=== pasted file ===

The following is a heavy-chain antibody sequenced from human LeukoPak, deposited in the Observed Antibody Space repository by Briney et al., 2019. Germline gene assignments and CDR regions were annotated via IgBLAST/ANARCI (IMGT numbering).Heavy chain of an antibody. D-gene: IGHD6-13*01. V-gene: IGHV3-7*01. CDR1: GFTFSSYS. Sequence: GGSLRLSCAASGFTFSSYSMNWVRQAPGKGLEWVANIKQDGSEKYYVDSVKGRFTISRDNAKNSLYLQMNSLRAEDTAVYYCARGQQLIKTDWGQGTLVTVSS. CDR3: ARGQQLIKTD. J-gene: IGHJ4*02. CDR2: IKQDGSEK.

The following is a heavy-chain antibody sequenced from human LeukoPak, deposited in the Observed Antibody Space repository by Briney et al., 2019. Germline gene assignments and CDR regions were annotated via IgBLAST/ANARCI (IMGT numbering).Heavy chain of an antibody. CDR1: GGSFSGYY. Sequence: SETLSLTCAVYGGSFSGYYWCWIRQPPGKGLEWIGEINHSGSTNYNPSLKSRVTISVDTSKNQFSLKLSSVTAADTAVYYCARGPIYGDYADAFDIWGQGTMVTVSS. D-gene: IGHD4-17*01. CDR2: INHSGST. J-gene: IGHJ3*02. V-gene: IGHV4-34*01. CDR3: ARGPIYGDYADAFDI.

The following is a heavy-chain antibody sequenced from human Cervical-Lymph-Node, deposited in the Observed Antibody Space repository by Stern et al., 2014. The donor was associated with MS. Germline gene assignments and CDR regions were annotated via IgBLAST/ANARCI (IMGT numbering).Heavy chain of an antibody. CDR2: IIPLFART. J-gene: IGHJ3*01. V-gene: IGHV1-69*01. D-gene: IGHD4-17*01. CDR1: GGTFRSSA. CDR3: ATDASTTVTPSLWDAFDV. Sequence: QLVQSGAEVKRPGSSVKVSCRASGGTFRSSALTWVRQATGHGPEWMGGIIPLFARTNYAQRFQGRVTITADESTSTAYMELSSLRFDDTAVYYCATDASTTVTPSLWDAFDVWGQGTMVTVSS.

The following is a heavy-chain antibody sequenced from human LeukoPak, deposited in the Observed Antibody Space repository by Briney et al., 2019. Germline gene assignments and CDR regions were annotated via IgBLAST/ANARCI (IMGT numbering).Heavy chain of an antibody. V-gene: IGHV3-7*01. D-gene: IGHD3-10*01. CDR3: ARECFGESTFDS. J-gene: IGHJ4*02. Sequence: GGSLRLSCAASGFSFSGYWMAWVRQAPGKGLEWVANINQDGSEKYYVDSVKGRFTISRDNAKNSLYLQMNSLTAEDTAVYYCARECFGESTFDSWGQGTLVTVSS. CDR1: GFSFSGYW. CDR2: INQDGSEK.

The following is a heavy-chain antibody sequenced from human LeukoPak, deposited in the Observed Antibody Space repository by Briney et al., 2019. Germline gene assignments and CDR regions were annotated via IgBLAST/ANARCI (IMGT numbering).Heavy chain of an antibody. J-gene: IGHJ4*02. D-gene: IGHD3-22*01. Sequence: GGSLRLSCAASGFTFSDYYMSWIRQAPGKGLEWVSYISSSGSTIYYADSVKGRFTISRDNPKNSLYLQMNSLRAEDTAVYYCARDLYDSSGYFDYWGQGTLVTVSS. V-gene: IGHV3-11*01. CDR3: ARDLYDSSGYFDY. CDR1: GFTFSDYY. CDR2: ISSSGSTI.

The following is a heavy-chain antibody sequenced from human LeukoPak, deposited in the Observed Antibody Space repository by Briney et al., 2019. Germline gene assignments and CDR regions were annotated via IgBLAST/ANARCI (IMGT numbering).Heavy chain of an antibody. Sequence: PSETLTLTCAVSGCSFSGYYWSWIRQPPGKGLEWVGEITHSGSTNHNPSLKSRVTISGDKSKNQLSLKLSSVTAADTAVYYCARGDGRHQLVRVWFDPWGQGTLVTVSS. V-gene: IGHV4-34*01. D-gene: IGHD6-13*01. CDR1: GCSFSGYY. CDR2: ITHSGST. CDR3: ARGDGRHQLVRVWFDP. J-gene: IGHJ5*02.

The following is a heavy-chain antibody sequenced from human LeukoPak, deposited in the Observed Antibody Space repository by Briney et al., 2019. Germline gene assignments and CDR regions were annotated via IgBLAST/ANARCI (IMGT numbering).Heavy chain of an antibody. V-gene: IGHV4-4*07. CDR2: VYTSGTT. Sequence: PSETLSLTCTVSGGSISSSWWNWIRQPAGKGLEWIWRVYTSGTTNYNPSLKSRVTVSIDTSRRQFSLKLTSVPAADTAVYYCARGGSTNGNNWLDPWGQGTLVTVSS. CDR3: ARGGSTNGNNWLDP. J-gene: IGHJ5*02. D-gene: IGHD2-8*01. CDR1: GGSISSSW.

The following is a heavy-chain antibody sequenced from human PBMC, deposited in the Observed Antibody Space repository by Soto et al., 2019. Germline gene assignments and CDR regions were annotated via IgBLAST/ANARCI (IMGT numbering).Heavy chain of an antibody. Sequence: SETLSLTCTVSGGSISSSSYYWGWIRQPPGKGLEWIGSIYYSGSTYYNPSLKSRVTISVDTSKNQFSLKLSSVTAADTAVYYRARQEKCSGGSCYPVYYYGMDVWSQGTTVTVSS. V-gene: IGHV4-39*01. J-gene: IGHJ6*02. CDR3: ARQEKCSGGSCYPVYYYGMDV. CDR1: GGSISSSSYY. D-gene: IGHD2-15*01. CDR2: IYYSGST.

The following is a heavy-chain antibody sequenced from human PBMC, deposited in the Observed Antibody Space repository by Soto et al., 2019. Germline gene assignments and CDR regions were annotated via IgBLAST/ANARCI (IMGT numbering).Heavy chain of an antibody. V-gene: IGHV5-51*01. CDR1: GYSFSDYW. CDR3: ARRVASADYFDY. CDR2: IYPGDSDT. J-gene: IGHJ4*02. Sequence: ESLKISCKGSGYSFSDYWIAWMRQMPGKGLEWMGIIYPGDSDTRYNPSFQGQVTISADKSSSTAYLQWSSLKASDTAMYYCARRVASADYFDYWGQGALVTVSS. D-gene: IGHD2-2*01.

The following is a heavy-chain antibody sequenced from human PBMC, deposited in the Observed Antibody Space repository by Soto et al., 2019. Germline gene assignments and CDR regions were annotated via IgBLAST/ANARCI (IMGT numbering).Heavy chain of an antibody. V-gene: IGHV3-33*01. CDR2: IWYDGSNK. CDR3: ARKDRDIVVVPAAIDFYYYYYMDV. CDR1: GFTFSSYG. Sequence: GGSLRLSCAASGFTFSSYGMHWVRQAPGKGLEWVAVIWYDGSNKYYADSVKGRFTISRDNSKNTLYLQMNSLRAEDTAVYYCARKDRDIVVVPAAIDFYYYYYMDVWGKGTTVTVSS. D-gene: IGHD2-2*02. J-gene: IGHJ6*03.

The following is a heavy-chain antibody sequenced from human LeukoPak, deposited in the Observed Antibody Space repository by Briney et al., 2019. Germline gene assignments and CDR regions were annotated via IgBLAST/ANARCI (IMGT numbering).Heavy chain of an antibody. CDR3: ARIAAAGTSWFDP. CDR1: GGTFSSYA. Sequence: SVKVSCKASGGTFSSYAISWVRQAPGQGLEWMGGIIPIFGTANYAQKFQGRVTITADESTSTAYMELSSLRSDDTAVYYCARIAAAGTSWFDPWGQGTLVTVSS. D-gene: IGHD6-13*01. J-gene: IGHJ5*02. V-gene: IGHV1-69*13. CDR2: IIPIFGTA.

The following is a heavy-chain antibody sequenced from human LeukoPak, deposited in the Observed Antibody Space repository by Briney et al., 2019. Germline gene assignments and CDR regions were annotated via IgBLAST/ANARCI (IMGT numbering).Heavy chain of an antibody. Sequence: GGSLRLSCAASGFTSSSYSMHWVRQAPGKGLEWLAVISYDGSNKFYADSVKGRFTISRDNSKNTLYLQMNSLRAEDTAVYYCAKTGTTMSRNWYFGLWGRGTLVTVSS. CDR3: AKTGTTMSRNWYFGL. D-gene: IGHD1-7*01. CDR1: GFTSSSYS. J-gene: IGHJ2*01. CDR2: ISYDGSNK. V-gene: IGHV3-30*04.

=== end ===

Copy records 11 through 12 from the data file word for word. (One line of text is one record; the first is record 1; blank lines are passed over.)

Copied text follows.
The following is a heavy-chain antibody sequenced from human LeukoPak, deposited in the Observed Antibody Space repository by Briney et al., 2019. Germline gene assignments and CDR regions were annotated via IgBLAST/ANARCI (IMGT numbering).Heavy chain of an antibody. CDR3: ARIAAAGTSWFDP. CDR1: GGTFSSYA. Sequence: SVKVSCKASGGTFSSYAISWVRQAPGQGLEWMGGIIPIFGTANYAQKFQGRVTITADESTSTAYMELSSLRSDDTAVYYCARIAAAGTSWFDPWGQGTLVTVSS. D-gene: IGHD6-13*01. J-gene: IGHJ5*02. V-gene: IGHV1-69*13. CDR2: IIPIFGTA.

The following is a heavy-chain antibody sequenced from human LeukoPak, deposited in the Observed Antibody Space repository by Briney et al., 2019. Germline gene assignments and CDR regions were annotated via IgBLAST/ANARCI (IMGT numbering).Heavy chain of an antibody. Sequence: GGSLRLSCAASGFTSSSYSMHWVRQAPGKGLEWLAVISYDGSNKFYADSVKGRFTISRDNSKNTLYLQMNSLRAEDTAVYYCAKTGTTMSRNWYFGLWGRGTLVTVSS. CDR3: AKTGTTMSRNWYFGL. D-gene: IGHD1-7*01. CDR1: GFTSSSYS. J-gene: IGHJ2*01. CDR2: ISYDGSNK. V-gene: IGHV3-30*04.